Wealth managers are in danger of “digital Darwinism” as clients’ acceptance of social media outpaces firms’ adoption of it due to compliance concerns, Abhay Rajaram, vice president of customer success at Hearsay Social, told diners at the PAM Annual Marketing Dinner last week. Another danger is that individual advisers within the firm have already accepted these channels.
In a straw poll on the evening, the vast majority of those attending said they have a corporate social media account and believed that social media has the benefit to grow the business. However, hardly any said they allowed individual advisers to have a social media presence.
“This is the balancing act – on the one hand there is a change of client expectations and a belief that these channels can drive business growth,” Mr Rajaram said. “On the other there are compliance concerns and the marketing department sits right in the middle of this.”
However, he warned that advisers are already on social media and are networking via it, but that firms are losing out on the chance to leverage this.
“The best performing advisers are not the best because of their social media activity but because of their personal relationships,” he said.
“Their communications over social media with these relationships should be embraced and leveraged by the firm to amplify its message. By doing so you can still promote a marketing approved message, but with a trusted personal touch and to a wider audience.”
In addition, you can also make sure you are protecting your brand and advisers ensuring that these communications are within the compliance boundaries. Otherwise the firm may be unaware of an individual’s social media output.
“It is not a question of if or when, it is now,” Mr Rajaram said. “It is here and the question is what to do about it.”
He warned diners of the dangers of “digital Darwinism,” this is the concept that “technology and society move faster than a business can adapt to it.” Mr Rajaram cited the examples of the effect of Netflix on Blockbusters, or Amazon did the traditional retail sector and Uber is doing to taxis. “Financial services, and wealth management in particular, are staring digital Darwinism in the eye,” he said.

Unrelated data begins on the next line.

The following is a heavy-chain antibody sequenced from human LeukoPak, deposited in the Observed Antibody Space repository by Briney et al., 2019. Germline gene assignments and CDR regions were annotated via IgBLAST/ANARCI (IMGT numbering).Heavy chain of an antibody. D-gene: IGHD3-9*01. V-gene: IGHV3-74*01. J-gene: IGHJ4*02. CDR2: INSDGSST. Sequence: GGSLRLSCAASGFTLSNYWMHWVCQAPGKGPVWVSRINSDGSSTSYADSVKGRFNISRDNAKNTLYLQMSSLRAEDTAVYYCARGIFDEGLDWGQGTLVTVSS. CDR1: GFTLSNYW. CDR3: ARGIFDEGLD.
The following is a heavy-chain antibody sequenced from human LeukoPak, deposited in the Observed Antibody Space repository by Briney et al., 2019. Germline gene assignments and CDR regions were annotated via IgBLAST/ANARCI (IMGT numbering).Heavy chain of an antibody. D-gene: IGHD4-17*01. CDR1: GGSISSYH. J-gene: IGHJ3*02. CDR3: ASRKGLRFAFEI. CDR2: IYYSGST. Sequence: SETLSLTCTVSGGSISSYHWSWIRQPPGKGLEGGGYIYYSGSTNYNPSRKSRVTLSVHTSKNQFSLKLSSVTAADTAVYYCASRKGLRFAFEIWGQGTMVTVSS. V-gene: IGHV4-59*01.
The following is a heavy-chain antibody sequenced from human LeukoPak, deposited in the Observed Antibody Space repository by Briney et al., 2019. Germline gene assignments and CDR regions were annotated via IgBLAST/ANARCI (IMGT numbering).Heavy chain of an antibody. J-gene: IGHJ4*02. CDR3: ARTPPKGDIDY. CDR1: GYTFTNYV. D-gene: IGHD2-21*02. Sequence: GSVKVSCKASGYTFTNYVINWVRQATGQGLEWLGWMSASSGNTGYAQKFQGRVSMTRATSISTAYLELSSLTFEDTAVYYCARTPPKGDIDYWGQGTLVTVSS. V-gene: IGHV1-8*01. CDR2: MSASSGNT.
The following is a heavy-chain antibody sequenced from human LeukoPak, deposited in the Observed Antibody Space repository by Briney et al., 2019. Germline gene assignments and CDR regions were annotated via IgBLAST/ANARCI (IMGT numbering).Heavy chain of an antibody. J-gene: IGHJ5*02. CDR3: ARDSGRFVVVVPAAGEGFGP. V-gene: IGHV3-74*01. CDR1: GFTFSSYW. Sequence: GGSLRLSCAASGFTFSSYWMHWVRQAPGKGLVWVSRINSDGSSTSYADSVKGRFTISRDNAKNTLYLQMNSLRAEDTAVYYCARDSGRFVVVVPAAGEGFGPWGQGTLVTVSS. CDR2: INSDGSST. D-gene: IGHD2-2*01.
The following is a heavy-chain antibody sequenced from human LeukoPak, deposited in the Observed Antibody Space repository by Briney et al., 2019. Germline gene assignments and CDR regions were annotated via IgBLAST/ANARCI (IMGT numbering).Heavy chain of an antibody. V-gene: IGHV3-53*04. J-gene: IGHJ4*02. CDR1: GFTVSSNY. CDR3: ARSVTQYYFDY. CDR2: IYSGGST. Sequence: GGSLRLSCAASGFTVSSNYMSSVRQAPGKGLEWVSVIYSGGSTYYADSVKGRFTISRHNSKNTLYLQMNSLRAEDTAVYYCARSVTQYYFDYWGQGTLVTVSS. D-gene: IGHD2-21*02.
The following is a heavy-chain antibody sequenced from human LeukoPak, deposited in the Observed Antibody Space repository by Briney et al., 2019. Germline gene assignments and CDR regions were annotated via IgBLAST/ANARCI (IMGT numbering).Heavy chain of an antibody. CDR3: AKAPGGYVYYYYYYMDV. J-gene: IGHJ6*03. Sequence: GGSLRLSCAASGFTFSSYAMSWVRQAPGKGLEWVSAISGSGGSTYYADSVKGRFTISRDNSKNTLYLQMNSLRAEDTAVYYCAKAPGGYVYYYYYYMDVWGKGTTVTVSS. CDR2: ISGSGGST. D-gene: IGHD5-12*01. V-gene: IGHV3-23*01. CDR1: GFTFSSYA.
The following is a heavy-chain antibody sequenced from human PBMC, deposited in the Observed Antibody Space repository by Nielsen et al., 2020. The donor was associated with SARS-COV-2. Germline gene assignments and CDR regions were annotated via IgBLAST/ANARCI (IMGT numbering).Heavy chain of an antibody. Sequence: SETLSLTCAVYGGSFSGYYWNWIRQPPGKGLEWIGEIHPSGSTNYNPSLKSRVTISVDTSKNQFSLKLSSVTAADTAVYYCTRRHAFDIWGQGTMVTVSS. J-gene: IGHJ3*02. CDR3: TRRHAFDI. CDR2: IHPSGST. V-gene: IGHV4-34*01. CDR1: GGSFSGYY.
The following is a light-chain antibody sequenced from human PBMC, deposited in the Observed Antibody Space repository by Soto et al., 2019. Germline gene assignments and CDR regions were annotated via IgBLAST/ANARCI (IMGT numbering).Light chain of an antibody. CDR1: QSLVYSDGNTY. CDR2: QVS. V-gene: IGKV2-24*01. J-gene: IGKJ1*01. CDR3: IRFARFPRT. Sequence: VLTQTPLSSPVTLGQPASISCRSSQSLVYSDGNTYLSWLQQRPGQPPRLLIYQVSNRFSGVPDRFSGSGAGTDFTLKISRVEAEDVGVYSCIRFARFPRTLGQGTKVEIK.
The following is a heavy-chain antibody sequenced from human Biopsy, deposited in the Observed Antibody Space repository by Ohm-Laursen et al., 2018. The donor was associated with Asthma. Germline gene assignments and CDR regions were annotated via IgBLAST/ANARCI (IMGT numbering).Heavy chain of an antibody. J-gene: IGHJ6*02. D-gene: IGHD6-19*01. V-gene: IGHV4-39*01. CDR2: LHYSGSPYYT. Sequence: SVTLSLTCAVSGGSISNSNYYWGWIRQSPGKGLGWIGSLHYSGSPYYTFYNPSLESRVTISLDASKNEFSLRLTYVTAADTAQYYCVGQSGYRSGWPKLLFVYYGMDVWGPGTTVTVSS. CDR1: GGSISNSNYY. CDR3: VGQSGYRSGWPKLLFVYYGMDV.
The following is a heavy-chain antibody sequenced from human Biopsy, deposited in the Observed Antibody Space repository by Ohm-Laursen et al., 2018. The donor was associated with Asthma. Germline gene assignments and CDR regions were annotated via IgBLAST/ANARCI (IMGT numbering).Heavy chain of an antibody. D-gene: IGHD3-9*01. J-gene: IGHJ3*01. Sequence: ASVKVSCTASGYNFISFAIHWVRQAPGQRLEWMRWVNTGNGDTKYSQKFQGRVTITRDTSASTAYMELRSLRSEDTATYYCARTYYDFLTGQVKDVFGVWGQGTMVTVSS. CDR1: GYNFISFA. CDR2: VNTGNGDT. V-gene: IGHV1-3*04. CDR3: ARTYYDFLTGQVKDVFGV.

Consumers now are likely to start research on any purchase via the internet, including those involving the wealth management sector. Mr Rajaram cited research that suggests that a consumer will already have been through 57 percent of their decision making process before making contact.
In addition, “gone are the days when the service provider is the expert.” Clients can thoroughly research an area online and will have information as to what they are after at their fingertips.
Mr Rajaram argued that what to do about this change in behaviour is to embrace it and seize it as an opportunity.
One example of one area that firm’s should be considering, is that people are “extremely open” on social media, even revealing times when they may be considering their finances or need should be discussing issues with their wealth manager. These include moving house, changing job and having a baby. A well connected adviser could recognise the opportunities of this, and a firm can present the individual with much more targeted communications based on their current circumstances.
“This should be an area where advisers, marketing and compliance unite and work together to harness these opportunities,” Mr Rajaram said.
This article was written by Tristan Blythe and originally published on thewealthnet.
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